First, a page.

well guys .. i am more confused as i see responses from here. Anyway i did a test as shown below:

1 #include

  2 using namespace std;
  3 
  4 class A {
  5 
  6 public :
  7         A() : x(9) {};
  8         int x;
  9 
 10 };
 11 
 12 A global_a;
 13 int global_b;
 14 
 15 int main() {
 16 
 17         A local_a;
 18         int local_b;
 19         cout << "global_a.x = " << global_a.x << '\n';
 20         cout << "local_a.x = " << local_a.x << '\n';
 21 
 22         cout << "global_b = " << global_b << '\n';
 23         cout << "local_b = " << local_b << '\n';
 24 
 25 }

Results using my g++ compiler on ubuntu linux:

global_a.x = 9

local_a.x = 9

global_b = 0

local_b = 0

I do think local_b should be undefined but somehow compiler initialized it by default. However local_a .. i am not sure if that should be initialized by default. From the testing here .. local_a seem to be initialized. Not sure if that complies with standard c++ specification (eg C++ PRimer 4th edition says default constructor is used regardless where a class variable is declared - does that means variable of class type is initialized whether it is global or local?).

Whatever it is .. it is one big hell of confusion. Maybe i should quit learning C++. Java is so much more straight forward. Hell yeahhh!!

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Adding a default constructor changes how instances of A are initialized. Now both global_a and local_a are initialized by the default constructor. As for local_b, it just happens to be 0. It is indeed uninitialized, though. This isn't something you can test by writing a program since an uninitialized variable can very easily "happen" to be 0 if that's what was in its memory location. –  John Kugelman Aug 26 '10 at 2:51
    
The confusing thing with A is that if you don't supply a constructor then the compiler provides a default constructor. Except this default constructor does nothing! It is a no-op. It leaves the x field with whatever its default value is: for global_a that means x has its default value of 0, whereas for local_a it means that x is uninitialized since its default state is to be uninitialized. –  John Kugelman Aug 26 '10 at 2:53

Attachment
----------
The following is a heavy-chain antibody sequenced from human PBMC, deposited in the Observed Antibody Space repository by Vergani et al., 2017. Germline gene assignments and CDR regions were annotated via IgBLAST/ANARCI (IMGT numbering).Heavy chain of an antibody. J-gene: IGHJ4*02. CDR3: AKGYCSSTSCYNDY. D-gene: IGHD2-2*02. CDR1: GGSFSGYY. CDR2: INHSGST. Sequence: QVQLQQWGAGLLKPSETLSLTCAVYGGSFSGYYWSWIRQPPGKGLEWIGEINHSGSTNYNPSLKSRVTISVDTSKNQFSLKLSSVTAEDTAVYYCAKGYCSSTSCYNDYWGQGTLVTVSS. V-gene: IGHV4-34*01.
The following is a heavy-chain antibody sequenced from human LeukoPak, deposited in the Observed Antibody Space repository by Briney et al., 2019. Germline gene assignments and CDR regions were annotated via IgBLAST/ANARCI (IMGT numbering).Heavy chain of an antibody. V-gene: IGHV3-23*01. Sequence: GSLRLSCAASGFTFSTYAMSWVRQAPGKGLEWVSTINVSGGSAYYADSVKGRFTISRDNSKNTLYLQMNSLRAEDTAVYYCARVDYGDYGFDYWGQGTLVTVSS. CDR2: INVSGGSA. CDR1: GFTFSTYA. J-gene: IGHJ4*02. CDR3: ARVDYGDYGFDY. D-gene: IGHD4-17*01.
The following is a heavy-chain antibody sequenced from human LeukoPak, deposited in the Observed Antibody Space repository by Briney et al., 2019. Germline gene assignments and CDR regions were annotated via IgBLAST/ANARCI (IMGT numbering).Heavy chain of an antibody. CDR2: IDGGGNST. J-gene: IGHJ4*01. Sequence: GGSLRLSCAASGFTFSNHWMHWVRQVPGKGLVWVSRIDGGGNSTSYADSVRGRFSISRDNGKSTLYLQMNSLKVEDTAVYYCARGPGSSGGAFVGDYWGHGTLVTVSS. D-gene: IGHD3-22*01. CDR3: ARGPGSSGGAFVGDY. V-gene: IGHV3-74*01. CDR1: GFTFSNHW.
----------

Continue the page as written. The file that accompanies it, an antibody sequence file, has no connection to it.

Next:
They all require to be initialized. The compiler will give you a warning about this.

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1  
Global variables are initialized to 0. –  John Kugelman Aug 24 '10 at 4:30
2  
Global variables are not initialized to zero. –  Chad Aug 24 '10 at 4:32
    
@Chad: global variables reside in the BSS section, which is zeroed, thus making them initialised to 0 by default. Please, read en.wikipedia.org/wiki/Data_segment –  jweyrich Aug 24 '10 at 4:38
1  
@Chad: In C++ all objects with static storage duration (including so called "global variables") are always zero initialized before any other initialization begins. –  AndreyT Aug 24 '10 at 4:38
    
@jweyrich: Not necessarily "zeroed" in that sense. A global variable of type int S::*ptr (pointer to data member of class S), will be initialized with 0xFFFF... on many implementations (like GCC), which is how null-pointer is often represented in such types. BSS won't help you here. –  AndreyT Aug 24 '10 at 4:41

This code won't compile unless you forward declare A.

global_A reference is initialized to null - No, it will reference an A object. global_int is 0 - Think so, need to check. local_A reference is null - No, same as with global_A. local_int is uninitialized - Yes, it will get some garbage value. Both global_A.x and local_A.x is uninitialized - Yes.

You can always debug and see for yourself.

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that was what i understood too but problem is when i print global_A or local_A reference .. nothing. It seems it is null value cos nothing printed –  extdummy Aug 24 '10 at 4:43
    
How exactly do you print them? –  Arjor Aug 24 '10 at 5:10

global_A reference is initialized to null.

No, its a valid object (constructed based on default constructor, which you don't have in your code but compiler adds that)

global_int is 0

yes

local_A reference is null

no, same reason as for global

local_int is uninitialized

no, its initialized to 0

Both global_A.x and local_A.x is uninitialized.

no both are initialized to 0

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3  
The local variables are not initialized. –  John Kugelman Aug 24 '10 at 4:35
1  
@John: local_A is initialized by a call to its default constructor. –  Ben Voigt Aug 25 '10 at 3:52